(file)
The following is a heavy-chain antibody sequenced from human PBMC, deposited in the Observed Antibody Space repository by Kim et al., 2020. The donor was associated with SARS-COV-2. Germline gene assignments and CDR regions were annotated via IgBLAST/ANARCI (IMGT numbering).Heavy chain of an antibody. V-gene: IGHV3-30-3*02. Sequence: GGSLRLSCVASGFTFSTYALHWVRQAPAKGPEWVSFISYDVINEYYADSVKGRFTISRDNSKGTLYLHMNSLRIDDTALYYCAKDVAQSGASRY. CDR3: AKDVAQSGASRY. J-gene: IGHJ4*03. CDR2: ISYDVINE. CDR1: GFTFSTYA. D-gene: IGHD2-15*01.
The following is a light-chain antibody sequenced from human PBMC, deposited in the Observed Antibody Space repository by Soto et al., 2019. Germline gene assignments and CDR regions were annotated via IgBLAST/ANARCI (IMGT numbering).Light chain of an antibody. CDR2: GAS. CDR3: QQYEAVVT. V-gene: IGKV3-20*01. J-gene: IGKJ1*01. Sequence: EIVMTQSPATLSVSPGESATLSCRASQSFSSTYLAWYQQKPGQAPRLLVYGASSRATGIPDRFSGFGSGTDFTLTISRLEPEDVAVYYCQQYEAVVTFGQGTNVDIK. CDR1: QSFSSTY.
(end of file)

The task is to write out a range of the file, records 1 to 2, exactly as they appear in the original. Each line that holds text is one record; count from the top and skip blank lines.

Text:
The following is a heavy-chain antibody sequenced from human PBMC, deposited in the Observed Antibody Space repository by Kim et al., 2020. The donor was associated with SARS-COV-2. Germline gene assignments and CDR regions were annotated via IgBLAST/ANARCI (IMGT numbering).Heavy chain of an antibody. V-gene: IGHV3-30-3*02. Sequence: GGSLRLSCVASGFTFSTYALHWVRQAPAKGPEWVSFISYDVINEYYADSVKGRFTISRDNSKGTLYLHMNSLRIDDTALYYCAKDVAQSGASRY. CDR3: AKDVAQSGASRY. J-gene: IGHJ4*03. CDR2: ISYDVINE. CDR1: GFTFSTYA. D-gene: IGHD2-15*01.
The following is a light-chain antibody sequenced from human PBMC, deposited in the Observed Antibody Space repository by Soto et al., 2019. Germline gene assignments and CDR regions were annotated via IgBLAST/ANARCI (IMGT numbering).Light chain of an antibody. CDR2: GAS. CDR3: QQYEAVVT. V-gene: IGKV3-20*01. J-gene: IGKJ1*01. Sequence: EIVMTQSPATLSVSPGESATLSCRASQSFSSTYLAWYQQKPGQAPRLLVYGASSRATGIPDRFSGFGSGTDFTLTISRLEPEDVAVYYCQQYEAVVTFGQGTNVDIK. CDR1: QSFSSTY.